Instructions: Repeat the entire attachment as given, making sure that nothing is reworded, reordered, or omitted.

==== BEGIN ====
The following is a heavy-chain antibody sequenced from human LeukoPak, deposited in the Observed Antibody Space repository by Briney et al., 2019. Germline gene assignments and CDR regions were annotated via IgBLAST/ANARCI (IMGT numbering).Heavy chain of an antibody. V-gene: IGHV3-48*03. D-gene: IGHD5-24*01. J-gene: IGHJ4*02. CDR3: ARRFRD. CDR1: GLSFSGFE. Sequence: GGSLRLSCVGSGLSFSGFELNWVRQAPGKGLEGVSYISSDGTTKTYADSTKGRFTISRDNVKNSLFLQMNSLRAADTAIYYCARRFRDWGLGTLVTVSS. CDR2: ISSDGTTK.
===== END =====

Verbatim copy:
The following is a heavy-chain antibody sequenced from human LeukoPak, deposited in the Observed Antibody Space repository by Briney et al., 2019. Germline gene assignments and CDR regions were annotated via IgBLAST/ANARCI (IMGT numbering).Heavy chain of an antibody. V-gene: IGHV3-48*03. D-gene: IGHD5-24*01. J-gene: IGHJ4*02. CDR3: ARRFRD. CDR1: GLSFSGFE. Sequence: GGSLRLSCVGSGLSFSGFELNWVRQAPGKGLEGVSYISSDGTTKTYADSTKGRFTISRDNVKNSLFLQMNSLRAADTAIYYCARRFRDWGLGTLVTVSS. CDR2: ISSDGTTK.